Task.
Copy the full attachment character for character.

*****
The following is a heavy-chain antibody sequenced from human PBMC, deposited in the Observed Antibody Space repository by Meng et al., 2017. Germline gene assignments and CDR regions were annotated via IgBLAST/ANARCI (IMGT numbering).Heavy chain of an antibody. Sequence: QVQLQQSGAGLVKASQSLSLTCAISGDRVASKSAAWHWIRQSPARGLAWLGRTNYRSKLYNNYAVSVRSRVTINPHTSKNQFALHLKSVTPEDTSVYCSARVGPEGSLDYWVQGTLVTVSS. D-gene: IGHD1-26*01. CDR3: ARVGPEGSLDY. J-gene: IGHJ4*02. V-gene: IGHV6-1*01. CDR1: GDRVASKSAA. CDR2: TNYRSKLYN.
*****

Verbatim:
The following is a heavy-chain antibody sequenced from human PBMC, deposited in the Observed Antibody Space repository by Meng et al., 2017. Germline gene assignments and CDR regions were annotated via IgBLAST/ANARCI (IMGT numbering).Heavy chain of an antibody. Sequence: QVQLQQSGAGLVKASQSLSLTCAISGDRVASKSAAWHWIRQSPARGLAWLGRTNYRSKLYNNYAVSVRSRVTINPHTSKNQFALHLKSVTPEDTSVYCSARVGPEGSLDYWVQGTLVTVSS. D-gene: IGHD1-26*01. CDR3: ARVGPEGSLDY. J-gene: IGHJ4*02. V-gene: IGHV6-1*01. CDR1: GDRVASKSAA. CDR2: TNYRSKLYN.